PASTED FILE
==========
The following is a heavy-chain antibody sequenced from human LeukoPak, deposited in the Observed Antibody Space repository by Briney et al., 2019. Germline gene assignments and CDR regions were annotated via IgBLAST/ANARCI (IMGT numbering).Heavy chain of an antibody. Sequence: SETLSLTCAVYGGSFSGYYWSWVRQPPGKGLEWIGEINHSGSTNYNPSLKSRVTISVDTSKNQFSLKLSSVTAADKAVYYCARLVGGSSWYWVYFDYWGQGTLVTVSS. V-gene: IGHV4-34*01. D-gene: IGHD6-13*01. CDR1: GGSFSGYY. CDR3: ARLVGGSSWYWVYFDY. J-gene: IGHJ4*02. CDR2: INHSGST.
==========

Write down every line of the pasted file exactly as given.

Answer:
The following is a heavy-chain antibody sequenced from human LeukoPak, deposited in the Observed Antibody Space repository by Briney et al., 2019. Germline gene assignments and CDR regions were annotated via IgBLAST/ANARCI (IMGT numbering).Heavy chain of an antibody. Sequence: SETLSLTCAVYGGSFSGYYWSWVRQPPGKGLEWIGEINHSGSTNYNPSLKSRVTISVDTSKNQFSLKLSSVTAADKAVYYCARLVGGSSWYWVYFDYWGQGTLVTVSS. V-gene: IGHV4-34*01. D-gene: IGHD6-13*01. CDR1: GGSFSGYY. CDR3: ARLVGGSSWYWVYFDY. J-gene: IGHJ4*02. CDR2: INHSGST.